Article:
William Bankes had admired the work of the Italian sculptor Carlo Marochetti since the 1830s and, during the 1840s and ‘50s, Bankes commissioned a number of fine pieces of work from him, destined for Kingston Lacy.  By the early 1850s, Marochetti was living in England and had acquired considerable fame.

In a letter to his sister, Anne, Countess of Falmouth, who was living at Kingston Lacy, Bankes described Marochetti’s daguerrotypes (photographic images on silver-plated copper) for two medallions to be installed in the Hall at Kingston Lacy.

Bronze medallion by Marochetti, set in an openwork Carrera marble stove

Bronze medallion by Marochetti, set in openwork Lorandini stove in Carrara marble (smallest)

William Bankes appears to have had a particular fondness for tortoises and a number are to be found carved into various pieces of furniture around Kingston Lacy. He asked Marochetti to make 16 bronze sculptures of small tortoises to support some marble urns (‘upright vases’) which now stand on the terrace. Bankes was very particular about the accuracy of his commissions and required Marochetti to use a live tortoise as his model.

Paris,   Octr 28 1853

“My dearest Anne

Letter. WJB to Anne (Marochetti sculptures) - smaller - 1040x1280The same post as brings me your kind & acceptable details of Marochetti’s visit, brings me also one from himself, in which he encloses the most beautiful Daguerrotypes of the medallions for the Hall openworked-pedestals, the one from that which was sent up to him, the other from the companion as he has modelled it; nothing can be so perfect or so completely as I could have wished ! He has adopted but greatly improved upon my suggestion. I quite long to send you such pretty things, only you will soon see the originals for I have ordered the casting. This is not a fruit of his visit, for he had it ready before he came to Paris.

Think of my carrying a live Tortoise in a bag all the way from the Palais Royal ! He had offered to super-intend & direct the casting of these for my upright vases, I knew his hands to be too full to think much of such trifles at his return, & moreover Tortoises bury themselves before the end of this month, so, the only way to make sure of having them this year in Bronze was to induce him to take one with him from home as his ‘compagnon de voyage’, & I actually went and fetched it myself; which perhaps you will call to mind when you see it multiplied to the number of 16; the success of the casting of the first he writes me, has been admirable.”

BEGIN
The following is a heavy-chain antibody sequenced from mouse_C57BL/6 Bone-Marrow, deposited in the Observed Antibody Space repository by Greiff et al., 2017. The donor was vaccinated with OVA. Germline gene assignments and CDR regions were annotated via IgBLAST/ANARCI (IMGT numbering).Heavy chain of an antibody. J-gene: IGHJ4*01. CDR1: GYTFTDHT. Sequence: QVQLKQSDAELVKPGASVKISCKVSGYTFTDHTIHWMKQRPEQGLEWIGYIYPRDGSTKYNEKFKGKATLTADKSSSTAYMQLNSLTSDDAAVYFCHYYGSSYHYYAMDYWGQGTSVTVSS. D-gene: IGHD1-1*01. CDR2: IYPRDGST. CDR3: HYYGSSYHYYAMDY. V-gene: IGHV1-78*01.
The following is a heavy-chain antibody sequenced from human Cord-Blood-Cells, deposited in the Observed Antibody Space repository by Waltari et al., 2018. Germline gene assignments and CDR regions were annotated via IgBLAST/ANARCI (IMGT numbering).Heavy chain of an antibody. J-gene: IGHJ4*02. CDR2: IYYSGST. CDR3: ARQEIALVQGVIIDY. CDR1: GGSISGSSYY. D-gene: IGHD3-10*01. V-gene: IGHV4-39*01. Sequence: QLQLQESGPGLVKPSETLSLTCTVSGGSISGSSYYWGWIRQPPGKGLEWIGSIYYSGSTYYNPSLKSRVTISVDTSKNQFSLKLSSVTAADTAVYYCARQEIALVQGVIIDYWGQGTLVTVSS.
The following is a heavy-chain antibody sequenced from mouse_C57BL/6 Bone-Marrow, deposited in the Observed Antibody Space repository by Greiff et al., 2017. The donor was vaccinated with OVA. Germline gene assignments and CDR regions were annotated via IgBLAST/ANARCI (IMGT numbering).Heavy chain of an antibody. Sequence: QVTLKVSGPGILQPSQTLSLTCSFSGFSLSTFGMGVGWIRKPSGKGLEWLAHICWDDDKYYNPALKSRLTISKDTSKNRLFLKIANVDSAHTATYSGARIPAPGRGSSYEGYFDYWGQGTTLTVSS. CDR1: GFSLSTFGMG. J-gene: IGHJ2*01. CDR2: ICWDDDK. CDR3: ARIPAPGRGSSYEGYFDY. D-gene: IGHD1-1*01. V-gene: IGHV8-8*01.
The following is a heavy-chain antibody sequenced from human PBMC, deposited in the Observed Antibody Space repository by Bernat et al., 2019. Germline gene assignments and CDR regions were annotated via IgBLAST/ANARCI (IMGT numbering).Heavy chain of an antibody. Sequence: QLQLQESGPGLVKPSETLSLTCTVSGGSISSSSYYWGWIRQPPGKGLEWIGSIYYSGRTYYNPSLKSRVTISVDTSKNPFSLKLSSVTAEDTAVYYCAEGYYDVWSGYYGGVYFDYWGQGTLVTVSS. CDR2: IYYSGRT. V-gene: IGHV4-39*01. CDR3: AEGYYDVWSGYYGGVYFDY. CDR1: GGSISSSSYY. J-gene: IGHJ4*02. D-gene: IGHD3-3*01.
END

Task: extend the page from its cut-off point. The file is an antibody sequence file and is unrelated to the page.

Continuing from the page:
The little bronze tortoises made for William Bankes can still be seen at Kingston Lacy near Wimborne in Dorset.

Bronze tortoise made by Marochetti for William Bankes, c.1853
One of a set of four Verona red marble urns, fluted with bulbous base and carved with acanthus, by Barrini mounted on four bronze tortoises by Marochetti. On a Portland stone base.
One of a set of four Verona red marble urns, by Barrini mounted on four bronze tortoises by Marochetti. © National Trust Images


2 thoughts on “A passion for tortoises

  1. I have seen somewhere that there are two talks, one on 26 Jan and one on 22 Feb, about this project, at the DHC. But neither on the DHC’s news page, nor on this project blog, can i find any reference to the talks. Are they happening? If so, please can we have a line or two here on the blog and preferably also on the DHC news page, to confirm them? thanks in advance.

  2. Work is ongoing on the collections, and we have just found two letters from Marochetti to George Bankes, (William’s brother), which tell us that the costs were as follows:

    Medallion with coat of arms – £35,
    Sixteen bronze tortoises – £65
    and Twelve bronze vases – £167.

    These letters show that some of this was still outstanding at the time of William’s death in 1855, and that George had to pay the outstanding amount.

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